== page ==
Wilbur H. Friedman, Law School Supporter and Leading Tax Lawyer, Dies at 103

Wilbur H. Friedman, Law School Supporter and Leading Tax Lawyer, Dies at 103

 

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New York, Dec. 28, 2010—Wilbur H. Friedman ‘30, a longtime supporter of the Law School and distinguished tax lawyer, died Dec. 16 in New York City. He was 103.
 
Friedman, who was also a 1927 graduate of Columbia College, was an ardent fundraiser and donor to the Law School, where he graduated first in his class. He was a life member of the Law School’s alumni association and served as the first chairman of the Board of Visitors Executive Committee in 1977.
 
Among his many fundraising efforts was the establishment of the Harlan Fiske Stone Fellowship in 1970, named after the former Law School dean and U.S. Supreme Court justice who Friedman clerked for after graduation.
 
“He always held the Law School in great regard,” said Frances Friedman, his wife of 68 years.
 
The Law School established in 1986 the Wilbur H. Friedman Professorship in Tax Law, which was funded by the Edith C. Blum Foundation, which Friedman served as trustee. That chair is currently held by Professor Richard Stone.
 
Friedman received the Law School’s Medal for Excellence in 1983, when he recalled studying under legendary professors Karl Llewellyn, Harold Medina ‘12, and William O. Douglas ‘25, who later served on the Supreme Court. He was also part of the first Law School class to admit women.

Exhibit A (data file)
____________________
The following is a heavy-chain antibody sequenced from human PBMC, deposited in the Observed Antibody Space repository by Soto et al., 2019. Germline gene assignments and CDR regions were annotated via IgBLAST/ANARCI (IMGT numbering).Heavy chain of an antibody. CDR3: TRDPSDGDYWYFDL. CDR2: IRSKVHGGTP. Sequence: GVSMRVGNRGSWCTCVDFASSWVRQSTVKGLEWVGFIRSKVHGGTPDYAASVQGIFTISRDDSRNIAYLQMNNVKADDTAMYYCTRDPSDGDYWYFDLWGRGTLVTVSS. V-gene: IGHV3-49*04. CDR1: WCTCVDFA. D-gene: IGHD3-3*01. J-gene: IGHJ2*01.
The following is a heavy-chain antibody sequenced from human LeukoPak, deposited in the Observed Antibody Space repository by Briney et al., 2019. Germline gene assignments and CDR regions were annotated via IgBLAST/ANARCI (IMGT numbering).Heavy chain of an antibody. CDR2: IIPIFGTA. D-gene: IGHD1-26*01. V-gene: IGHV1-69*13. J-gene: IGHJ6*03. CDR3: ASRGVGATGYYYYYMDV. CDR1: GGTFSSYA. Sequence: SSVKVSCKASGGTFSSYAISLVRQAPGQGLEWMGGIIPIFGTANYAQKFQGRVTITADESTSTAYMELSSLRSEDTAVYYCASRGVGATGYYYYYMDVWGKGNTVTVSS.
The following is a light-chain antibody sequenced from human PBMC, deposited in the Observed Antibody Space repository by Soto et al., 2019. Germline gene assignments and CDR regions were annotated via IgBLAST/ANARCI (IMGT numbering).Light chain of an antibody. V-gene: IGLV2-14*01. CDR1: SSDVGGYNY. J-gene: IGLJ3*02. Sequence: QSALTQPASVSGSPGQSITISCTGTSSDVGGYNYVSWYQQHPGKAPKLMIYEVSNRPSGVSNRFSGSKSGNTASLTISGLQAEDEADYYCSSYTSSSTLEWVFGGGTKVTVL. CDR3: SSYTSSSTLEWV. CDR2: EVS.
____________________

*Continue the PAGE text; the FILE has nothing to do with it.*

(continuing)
“There were two of them, one of whom made law review, a harbinger of things to come,” Friedman said then.
 
But it was Harlan Fiske Stone who arguably shaped Friedman’s career the most. During the year Friedman clerked for him, the Supreme Court had many tax cases under review, and Friedman said Stone suggested tax would be a good field to specialize in.
  
After a year working on many tax cases at the U.S. Solicitor General’s Office—a job Stone helped him get—Friedman joined in 1932 the firm now known as Proskauer Rose. He chaired the tax department there for the next 50 years, one of the longest tenures in New York City law firm history, according to the firm. Friedman also oversaw Proskauer’s management from 1966--1982.
 
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